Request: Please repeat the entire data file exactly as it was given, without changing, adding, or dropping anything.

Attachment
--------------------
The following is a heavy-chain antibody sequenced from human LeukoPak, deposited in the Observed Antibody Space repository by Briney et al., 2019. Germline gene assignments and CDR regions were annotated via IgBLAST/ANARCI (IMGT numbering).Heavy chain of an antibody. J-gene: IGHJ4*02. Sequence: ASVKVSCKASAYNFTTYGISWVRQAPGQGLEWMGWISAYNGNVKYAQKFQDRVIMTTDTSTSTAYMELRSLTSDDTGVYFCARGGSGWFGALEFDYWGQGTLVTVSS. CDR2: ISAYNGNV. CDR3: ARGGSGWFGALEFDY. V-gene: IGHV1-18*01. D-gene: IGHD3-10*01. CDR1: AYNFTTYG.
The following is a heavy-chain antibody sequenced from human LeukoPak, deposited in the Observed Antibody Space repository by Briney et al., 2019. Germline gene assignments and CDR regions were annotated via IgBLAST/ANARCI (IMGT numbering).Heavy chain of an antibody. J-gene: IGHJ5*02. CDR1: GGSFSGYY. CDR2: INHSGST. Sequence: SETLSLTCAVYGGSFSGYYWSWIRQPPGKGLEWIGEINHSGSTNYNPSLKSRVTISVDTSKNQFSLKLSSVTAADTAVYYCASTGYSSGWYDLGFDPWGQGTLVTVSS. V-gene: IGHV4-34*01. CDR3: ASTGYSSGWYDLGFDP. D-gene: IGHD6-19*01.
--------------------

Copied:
The following is a heavy-chain antibody sequenced from human LeukoPak, deposited in the Observed Antibody Space repository by Briney et al., 2019. Germline gene assignments and CDR regions were annotated via IgBLAST/ANARCI (IMGT numbering).Heavy chain of an antibody. J-gene: IGHJ4*02. Sequence: ASVKVSCKASAYNFTTYGISWVRQAPGQGLEWMGWISAYNGNVKYAQKFQDRVIMTTDTSTSTAYMELRSLTSDDTGVYFCARGGSGWFGALEFDYWGQGTLVTVSS. CDR2: ISAYNGNV. CDR3: ARGGSGWFGALEFDY. V-gene: IGHV1-18*01. D-gene: IGHD3-10*01. CDR1: AYNFTTYG.
The following is a heavy-chain antibody sequenced from human LeukoPak, deposited in the Observed Antibody Space repository by Briney et al., 2019. Germline gene assignments and CDR regions were annotated via IgBLAST/ANARCI (IMGT numbering).Heavy chain of an antibody. J-gene: IGHJ5*02. CDR1: GGSFSGYY. CDR2: INHSGST. Sequence: SETLSLTCAVYGGSFSGYYWSWIRQPPGKGLEWIGEINHSGSTNYNPSLKSRVTISVDTSKNQFSLKLSSVTAADTAVYYCASTGYSSGWYDLGFDPWGQGTLVTVSS. V-gene: IGHV4-34*01. CDR3: ASTGYSSGWYDLGFDP. D-gene: IGHD6-19*01.